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Former SAP leader's lawsuit claims she was canned for pushing corporate diversity

Company says 34.7% women in their workforce is pretty dang good

A former office leader for SAP in Southeast Asia has accused the German software company of violating local laws by treating her differently from male counterparts during a corporate restructure and leaving her jobless.

According to BJ Burlingame, former head of SAP's Asia Pacific and Japan business transformation unit, the action that earned her unfair treatment was voicing concern over a lack of gender diversity within the company.

She did so first at an all-hands meeting and later followed up with an email in June 2020. Two weeks after the email, she alleged, she found herself canned despite no hints at her job being in danger, decent performance reviews, and a succession plan in place that she would take on her former manager's position at some point.

And although Burlingame wasn't the only party hit by a corporate restructure, she claimed that affected male parties were found other roles.

SAP reportedly responded in its own filing that other execs had also left in the reorg, and that Burlingame had not been "suitable for the [other] roles that she applied for." It denied gender was a factor.

Francis Goh, partner at Singapore-based law firm Harry Elias, told The Register of Burlingame's case:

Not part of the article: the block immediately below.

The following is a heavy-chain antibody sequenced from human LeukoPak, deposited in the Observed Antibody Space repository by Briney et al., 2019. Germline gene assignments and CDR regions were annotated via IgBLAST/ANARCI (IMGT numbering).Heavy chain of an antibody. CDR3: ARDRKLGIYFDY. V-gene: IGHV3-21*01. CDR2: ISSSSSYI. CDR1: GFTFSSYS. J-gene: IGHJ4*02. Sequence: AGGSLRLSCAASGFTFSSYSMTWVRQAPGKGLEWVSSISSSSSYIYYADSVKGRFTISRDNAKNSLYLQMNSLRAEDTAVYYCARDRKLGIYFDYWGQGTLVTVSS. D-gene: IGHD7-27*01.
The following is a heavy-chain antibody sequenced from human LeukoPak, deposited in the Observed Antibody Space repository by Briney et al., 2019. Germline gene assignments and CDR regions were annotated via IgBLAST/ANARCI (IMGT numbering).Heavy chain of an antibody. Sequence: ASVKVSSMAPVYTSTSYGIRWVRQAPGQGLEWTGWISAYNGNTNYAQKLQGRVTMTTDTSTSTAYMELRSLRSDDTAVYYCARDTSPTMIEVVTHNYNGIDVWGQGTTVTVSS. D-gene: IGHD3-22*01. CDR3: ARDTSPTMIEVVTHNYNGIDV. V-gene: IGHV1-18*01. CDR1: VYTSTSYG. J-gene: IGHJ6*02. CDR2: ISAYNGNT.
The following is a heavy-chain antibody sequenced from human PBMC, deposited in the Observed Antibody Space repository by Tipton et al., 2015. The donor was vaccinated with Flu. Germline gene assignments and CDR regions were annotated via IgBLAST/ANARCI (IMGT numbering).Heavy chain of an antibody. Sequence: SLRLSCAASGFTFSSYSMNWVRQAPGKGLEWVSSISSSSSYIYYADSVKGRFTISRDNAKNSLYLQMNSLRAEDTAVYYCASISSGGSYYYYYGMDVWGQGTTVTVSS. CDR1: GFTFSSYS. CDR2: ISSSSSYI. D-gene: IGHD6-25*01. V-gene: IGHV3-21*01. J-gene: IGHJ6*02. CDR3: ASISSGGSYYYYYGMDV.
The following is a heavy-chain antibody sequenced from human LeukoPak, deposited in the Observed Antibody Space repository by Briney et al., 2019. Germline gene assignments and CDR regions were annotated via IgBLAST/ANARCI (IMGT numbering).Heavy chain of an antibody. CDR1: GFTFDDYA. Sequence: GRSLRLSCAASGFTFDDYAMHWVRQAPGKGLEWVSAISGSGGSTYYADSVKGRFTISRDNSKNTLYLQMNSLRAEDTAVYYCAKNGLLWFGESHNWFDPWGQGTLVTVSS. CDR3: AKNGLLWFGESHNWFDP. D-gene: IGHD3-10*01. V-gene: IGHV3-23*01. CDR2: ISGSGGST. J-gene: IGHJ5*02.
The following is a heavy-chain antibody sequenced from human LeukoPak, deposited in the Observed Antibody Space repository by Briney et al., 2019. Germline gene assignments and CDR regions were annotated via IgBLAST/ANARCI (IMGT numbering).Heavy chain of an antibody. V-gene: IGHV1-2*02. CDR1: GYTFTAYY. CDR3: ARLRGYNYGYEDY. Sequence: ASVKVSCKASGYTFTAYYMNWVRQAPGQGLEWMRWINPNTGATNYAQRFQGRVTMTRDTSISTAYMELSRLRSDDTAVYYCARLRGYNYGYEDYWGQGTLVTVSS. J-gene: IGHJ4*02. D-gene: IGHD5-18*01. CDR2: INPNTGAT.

Our client, who was a top performer of SAP, felt the organisation had treated her unfairly and differently apparently due to gender and diversity issues so it was necessary to stand up against such unfairness.

Goh said the case is now before the courts in Singapore and that trial dates were yet to be determined.

Documents were first filed with the Singapore High Court in December and various hearings have taken place between February 2021 and September 2021.

A SAP spokesperson told The Register.

"SAP is committed to being a diverse and inclusive company. We embrace and proactively promote cultural, gender and generational diversity across all the regions where we have employees," before rattling off statistics about the percentage of women in the company's workforce.

Those statistics include women making up 34.7 per cent of SAP's Asia Pacific Japan (APJ) workforce, 34 per cent of the region's senior executive leadership team, and three out of four core regional senior executives – the chief operations officer, chief HR officer, and chief financial officer.

"In Singapore, SAP Asia recently won the Tripartite Alliance Award, which recognizes fair and progressive employment practices," added the spokesperson.

The company was unable to comment further due to the ongoing litigation.

According to public LinkedIn profiles, SAP's female CFO for Southeast Asia appears to have started the role in July 2021 – over a year after Burlingame's termination. The female CFO for Australia and New Zealand appears to have started at some time in the last two weeks. According to her LinkedIn profile, the current female APJ chief operating officer has been in the role since April 2021.

Requests to SAP to better understand the gender makeup of its APJ C-suites during Burlingame's tenure were not answered.

For comparison's sake, Google's APAC 2021 workforce was reported [PDF] at 36.4 per cent women, and globally women made up a paltry 27 per cent of Cisco's 2020 workforce.

Dell reported [PDF] 31.8 per cent of its 2021 global workforce as female but has instituted a mandate that half of its overall workforce and 40 per cent of its people leaders identify as women by 2030.

According to The World Bank, women made up nearly half (49.5 per cent) of the global population in 2020. ®

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